The Archives & Special Collections recently acquired the newest Dead Feminists print, titled Seeding the Vote, by local artists Chandler O’Leary and Jessica Spring. This is the 27th broadside in the Dead Feminists series which features quotes by historical feminists, tied in with current political and social issues. In honor of the 2018 midterm elections, Seeding the Vote features a quote by voting rights activist and civil rights leader Fannie Lou Hamer.
This broadside is particularly relevant to the university’s history, as Hamer visited Puget Sound in February 1969 to discuss her work in helping thousands of disenfranchised African Americans register to vote. She organized Mississippi’s Freedom Summer campaign in 1964 and worked closely with the Student Nonviolent Coordinating Committee (SNCC), a national organization that many Puget Sound students were involved in. There was an active SNCC chapter on campus in the mid-1960s. In addition, Hamer was the co-founder and vice-chair of the Freedom Democratic Party.
The February 21, 1969 issue of The Trail ran a photograph of Hamer speaking with Social Sciences 111 students including Black Student Union founder and president Lou Smith. The February 28, 1969 issue contains two articles about Hamer’s visit. The first article, titled “Mrs. Fannie Lou Hamer Speaks of Legitimate Means and Black Power,” recounts Hamer’s public speech in which she “spoke from her own personal perspective, told the story of her upbringing in southern tension-ridden Mississippi and her eventual rise to a place of influence with citizenship.” Hamer discussed her own experiences in registering to vote and the physical violence she faced as a result of helping others to do the same. The article quotes her as saying, “White America, you should know by now that you can’t save yourself by teaching us to hate – you have to learn to love. We’re not fighting men, we’re fighting principalities and the devil himself.”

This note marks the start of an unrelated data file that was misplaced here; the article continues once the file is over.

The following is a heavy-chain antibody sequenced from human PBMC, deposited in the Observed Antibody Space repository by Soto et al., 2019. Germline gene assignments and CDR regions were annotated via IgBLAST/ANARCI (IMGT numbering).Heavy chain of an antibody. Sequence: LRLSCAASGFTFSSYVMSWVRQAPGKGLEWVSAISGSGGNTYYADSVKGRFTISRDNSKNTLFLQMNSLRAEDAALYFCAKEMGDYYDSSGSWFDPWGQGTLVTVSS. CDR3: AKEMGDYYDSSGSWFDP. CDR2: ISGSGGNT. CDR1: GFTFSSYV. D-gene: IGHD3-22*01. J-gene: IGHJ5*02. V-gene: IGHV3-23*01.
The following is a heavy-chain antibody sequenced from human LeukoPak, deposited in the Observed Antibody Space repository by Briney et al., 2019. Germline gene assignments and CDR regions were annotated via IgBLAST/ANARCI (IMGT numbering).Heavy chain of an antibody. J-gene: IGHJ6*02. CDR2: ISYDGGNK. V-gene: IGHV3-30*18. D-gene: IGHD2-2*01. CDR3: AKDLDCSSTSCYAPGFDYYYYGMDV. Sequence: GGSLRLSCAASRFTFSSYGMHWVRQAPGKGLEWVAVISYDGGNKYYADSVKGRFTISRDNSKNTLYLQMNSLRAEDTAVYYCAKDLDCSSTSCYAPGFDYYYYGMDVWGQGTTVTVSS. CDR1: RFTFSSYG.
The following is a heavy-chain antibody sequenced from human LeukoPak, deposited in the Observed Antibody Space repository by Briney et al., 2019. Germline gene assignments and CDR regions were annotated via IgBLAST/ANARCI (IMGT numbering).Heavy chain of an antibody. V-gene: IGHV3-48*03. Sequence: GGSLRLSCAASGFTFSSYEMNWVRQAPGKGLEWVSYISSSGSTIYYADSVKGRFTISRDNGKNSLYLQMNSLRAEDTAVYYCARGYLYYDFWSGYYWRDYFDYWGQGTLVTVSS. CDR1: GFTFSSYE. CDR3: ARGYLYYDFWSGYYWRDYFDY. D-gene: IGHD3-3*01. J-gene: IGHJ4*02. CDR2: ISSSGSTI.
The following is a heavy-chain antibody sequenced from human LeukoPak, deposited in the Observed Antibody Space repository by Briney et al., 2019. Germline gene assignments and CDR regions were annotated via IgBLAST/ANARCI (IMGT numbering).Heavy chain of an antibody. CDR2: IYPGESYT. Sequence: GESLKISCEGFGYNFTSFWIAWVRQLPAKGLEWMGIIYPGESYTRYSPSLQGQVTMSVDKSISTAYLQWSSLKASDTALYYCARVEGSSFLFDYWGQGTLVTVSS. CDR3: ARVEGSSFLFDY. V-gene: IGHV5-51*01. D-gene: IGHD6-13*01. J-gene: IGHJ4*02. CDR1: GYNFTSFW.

The second article in the February 28, 1969 issue of The Trail is titled “Hamer Speech Sparks Action.” Following Hamer’s lecture, student Lou Smith asked President Franklin Thompson about his views on black courses on campus. The article quotes Smith as saying to Thompson, “Are you moved enough now to sanction a separate, autonomous black studies course curriculum here at UPS? Are you moved enough now to sanction the hiring of more black professors? Are you willing to take the ‘raps’ off the courses we have now?” Thompson responded the following day that the restricting factor on the establishment of additional black studies courses and hiring of new faculty members was the financial situation at the university.
Visit the Archives & Special Collections to see the Dead Feminist broadside collection and learn more about Fannie Lou Hamer’s visit to Puget Sound.
The Archives & Special Collections is open Tuesday through Friday from 10:00 a.m.-3:00 p.m. or by appointment.
By Laura Edgar, Assistant Archivist